With furrowed brows and fervent nods, the French and native American musicians were introducing a new form of jazz to New Orleans centered on a colonial trade language used by their ancestors.
There were no furs or beads on the table. Instead, the musicians were exchanging traditions to create a unique sound that hops from jazz standards to blues, to reggae to mellow, cymbal-heavy lounge music.
Holding it all together were the soulful chants of ancient folk tales and more modern stories told in Mobilian, a language once used by tribes across the Gulf of Mexico to communicate with each other and with the French traders.
The collaboration began a year ago after the Montpellier-based Mezcal Jazz Unit got a gig in the Big Easy.
“It’s like for a Muslim to go to Mecca,” Emmanuel de Gouvello, the band’s bass player and arranger said of his first — and too brief — visit to the birthplace of jazz.
An attache at the French consulate knew of the band’s interest in working with indigenous musicians and introduced them to Grayhawk Perkins, a staple of the Louisiana music scene and a member and historian of the Muskogeean nation.
Mezcal has collaborated with indigenous musicians all over the world, from Nigeria to Vietnam.
They aim to first understand the culture of their collaborators and then add their own “color” to it in a way that complements and preserves the traditional form, de Gouvello said.
“We have to do something that is not usual world music, you know, just putting some drums or electronics on it,” he told AFP. “We have to respect the tradition, but do something new.”
Perkins already blends modern music — mostly blues and funk — with indigenous chants in his Grayhawk Band and was eager to add a French influence to his repertoire.
“It was really intriguing for me to have him come in and say ‘Hey, I’d like to take that traditional [sound] and see what I can do,'” Perkins said.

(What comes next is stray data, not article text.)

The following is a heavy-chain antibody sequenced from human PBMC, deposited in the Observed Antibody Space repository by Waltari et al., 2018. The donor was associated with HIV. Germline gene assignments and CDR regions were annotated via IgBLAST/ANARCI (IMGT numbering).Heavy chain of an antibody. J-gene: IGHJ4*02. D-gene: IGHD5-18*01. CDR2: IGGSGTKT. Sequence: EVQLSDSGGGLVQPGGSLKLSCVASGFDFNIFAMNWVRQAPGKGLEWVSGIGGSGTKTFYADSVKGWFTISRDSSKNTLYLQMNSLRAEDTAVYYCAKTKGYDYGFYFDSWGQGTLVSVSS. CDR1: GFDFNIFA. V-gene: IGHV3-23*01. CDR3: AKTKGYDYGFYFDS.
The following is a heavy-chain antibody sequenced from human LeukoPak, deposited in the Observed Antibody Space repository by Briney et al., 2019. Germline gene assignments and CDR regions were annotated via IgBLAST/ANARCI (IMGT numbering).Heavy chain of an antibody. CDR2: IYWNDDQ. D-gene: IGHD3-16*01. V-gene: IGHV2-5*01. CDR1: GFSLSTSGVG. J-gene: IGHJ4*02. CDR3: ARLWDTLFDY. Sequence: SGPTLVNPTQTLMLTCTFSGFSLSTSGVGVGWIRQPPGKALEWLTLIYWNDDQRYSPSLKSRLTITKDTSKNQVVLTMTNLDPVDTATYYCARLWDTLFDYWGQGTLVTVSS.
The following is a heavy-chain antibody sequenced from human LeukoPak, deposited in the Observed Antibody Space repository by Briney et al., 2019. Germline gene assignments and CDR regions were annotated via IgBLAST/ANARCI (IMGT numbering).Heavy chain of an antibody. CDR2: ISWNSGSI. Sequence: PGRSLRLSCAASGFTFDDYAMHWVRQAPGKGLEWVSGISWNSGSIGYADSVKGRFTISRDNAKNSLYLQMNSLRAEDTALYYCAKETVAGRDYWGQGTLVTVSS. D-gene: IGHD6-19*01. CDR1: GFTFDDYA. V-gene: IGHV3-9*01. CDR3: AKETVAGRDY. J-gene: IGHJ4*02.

“I can feel that French jazz style to it, which I don’t get here. I get more of that New Orleans jazz-funk style when I do my music.”
The cross-Atlantic collaboration blossomed with the help of online video chats and e-mail. Perkins would send a capella tunes as audio files, and de Gouvello would work on the instrumentation.
The ensemble settled on the name 13 Moons in a nod to the Muskogee calendar and created 13 songs which tell the tales of the different moons.
“Turkey Moon” tells how the spirits of elders are celebrated through a process similar to the Mexican Day of the Dead.
“Chestnut Moon” is about Native American and black musicians collaborating at Congo Square, a site where slaves and freedmen gathered in pre-Civil War New Orleans to create the sound that has evolved into contemporary regional music.
A few days before their first performance, they finally met in person and rehearsed intensely at a house Mezcal had rented on a grassy canal in New Orleans.
The current tour takes them across southeast Louisiana — 160 miles (250 kilometers) west to Lafayette, then across Lake Pontchartrain to a rural area known as the North Shore.
“My not-so-secret goal is to bring Grayhawk to France,” said Elizabeth Riley, who manages Mezcal Jazz Unit.
An album is also under discussion, but the future of 13 Moons is uncertain, depending largely on funding.
The three French band members play fretless bass, saxophone and a traditional drum kit. Perkins plays a handmade trio of canvas drums, brightly decorated with a water spider and other traditional symbols. Mark St. James of the Grayhawk Band lends them a psychedelic rock vibe with his guitar.
Most audience members will only recognize 13 Moons as jazz during the occasional drum or saxophone solo by Vivian Peres and Christophe Azema. But the band also employs jazz’s characteristic resistance to a traditional rock or blues structure.
Perkins appreciates that variety. He grew up in New Orleans, where the music of Africa, the Caribbean, America and Europe has always collided in an unusual way.
The biggest thrill of this collaboration, for him, was the opportunity to revive the Mobilian language as a vehicle to unify cultures.
“Here we are, doing almost exactly what our ancestors did 300 years ago. It’s pretty cool,” Perkins said.
“It’s definitely a historic moment.”